Myths About Sex

For the most of us, our earliest understanding of sexuality came from a haphazard combination of movie sequences, classroom discussions, and a few hazy adult talks throughout our adolescent years. As a result, most of what we believe to be true about sex is actually made up of myths and half-truths. Some myths are innocuous in other spheres of life. However, when it comes to sex and reproduction, half-truths can lead to STIs, relational stress, and unexpected pregnancies. So, let’s tackle the misconceptions about sex and debunk the myths.  We hope that this information assists you in making informed decisions about sex, sexual partners, and reproductive health.


Sex Myth #1: Sex burns a ton of calories and can help with weight loss
Sorry to burst your bubble, but if you’re having a ton of sex with its cardio benefit in mind, you’ve believed a false truth. Experts estimate that thirty minutes of sex burns about 85 to 150 calories. So, if your goal was to lose a pound, you’d have to burn about 3,500 calories, which translates into 35 sexual encounters.

Here’s the thing: Most people aren’t having sex for 30 minutes, but closer to five minutes making sex an unreliable and unreasonable weight loss tactic. In fact, the biggest increase in your heart rate and blood pressure during sex only occurs for about fifteen seconds during orgasm. However, things quickly return to normal after that.


Sex Myth #2: You can’t get pregnant while on your period
The truth is, you CAN get pregnant if you have unprotected sex while on your period. While this situation is unlikely, it is very much possible and depends largely on how long your menstrual cycle is. Here’s the science behind it…

For most women, a single menstrual cycle lasts about 28 days and only about ~5 of those days are taken up by their period. During this short window of bleeding, the unfertilized eggs, or “ovules,” and uterine lining are eliminated. But before a period starts, women experience ovulation, a 12-16 day window when a mature egg is released from the ovary.

Some women have shorter menstrual cycles, which means that their ovulation stage also happens earlier. That, coupled with the fact that sperm can live inside the human body for up to 5 days, means that if the timing is right, sperm could live inside the female body for just long enough to survive the period and fertilize an egg.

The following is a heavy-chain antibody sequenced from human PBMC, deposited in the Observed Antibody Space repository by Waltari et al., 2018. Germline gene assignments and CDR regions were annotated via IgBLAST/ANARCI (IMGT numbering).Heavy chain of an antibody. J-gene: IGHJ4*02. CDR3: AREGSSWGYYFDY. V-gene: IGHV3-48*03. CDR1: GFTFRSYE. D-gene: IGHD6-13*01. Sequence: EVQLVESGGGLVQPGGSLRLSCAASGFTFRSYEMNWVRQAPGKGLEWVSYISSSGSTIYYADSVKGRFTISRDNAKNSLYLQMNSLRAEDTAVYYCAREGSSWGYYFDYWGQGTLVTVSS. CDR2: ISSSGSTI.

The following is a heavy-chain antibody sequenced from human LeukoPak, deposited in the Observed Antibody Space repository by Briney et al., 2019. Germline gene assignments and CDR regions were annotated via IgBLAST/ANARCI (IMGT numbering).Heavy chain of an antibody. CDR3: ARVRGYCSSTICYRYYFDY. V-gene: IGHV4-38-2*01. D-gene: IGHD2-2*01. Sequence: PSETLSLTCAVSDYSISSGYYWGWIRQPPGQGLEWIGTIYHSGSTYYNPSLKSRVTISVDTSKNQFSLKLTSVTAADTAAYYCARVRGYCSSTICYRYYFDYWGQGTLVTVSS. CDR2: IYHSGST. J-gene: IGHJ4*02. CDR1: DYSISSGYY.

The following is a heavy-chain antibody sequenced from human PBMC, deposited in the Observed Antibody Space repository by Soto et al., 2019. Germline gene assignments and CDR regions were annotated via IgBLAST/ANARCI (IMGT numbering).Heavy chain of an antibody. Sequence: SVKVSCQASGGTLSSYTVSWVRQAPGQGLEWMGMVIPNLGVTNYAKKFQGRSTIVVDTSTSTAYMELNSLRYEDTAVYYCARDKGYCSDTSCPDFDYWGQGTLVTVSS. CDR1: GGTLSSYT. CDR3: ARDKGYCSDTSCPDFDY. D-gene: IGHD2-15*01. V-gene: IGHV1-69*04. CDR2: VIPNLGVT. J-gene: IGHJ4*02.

If you have period sex, make sure you use a barrier contraceptive like a condom to prevent an unintended pregnancy.

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Sex Myth #3: All women orgasm during vaginal sex
Studies report that nearly 75 percent of women don’t orgasm through vaginal sex alone. According to another recent study published in the Journal of Sex and Marital Therapy, almost 37% of women said they need some other sort of stimulation during intercourse to achieve an orgasm. The good news is that clitoral stimulation is a reliable way to stimulate an orgasm for most women.


Sex Myth #4: You can’t get pregnant if you have sex standing up
It’s a common myth that if you have sex while standing up, gravity while keep the sperm from swimming to the woman’s egg. But the truth is, standing up does nothing to prevent a pregnancy. When a man ejaculates during vaginal sex, millions of sperm are thrust into your vagina and standing won’t keep the sperm from reaching your egg. Jumping up and down, douching, or rinsing out your vagina after sex also doesn’t prevent fertilization.

Regardless of the sexual position chosen, if you have unprotected sex, there’s a chance you will get pregnant.


Sex Myth #5: Condoms make sex less enjoyable
According to Dr. Logan Levkoff, a nationally recognized health and sexuality expert who works with Trojan brand condoms, this is a huge myth, “Because we have these preconceived notions of what condoms are — thick latex, big, smelly — we perpetuate the message that condoms don’t feel good or condoms aren’t fun. And the reality is that condoms have lower latex odor today and they feel great.”

In fact, a study done at Indiana University found that people rate sex with condoms equally as pleasurable as sex without condoms.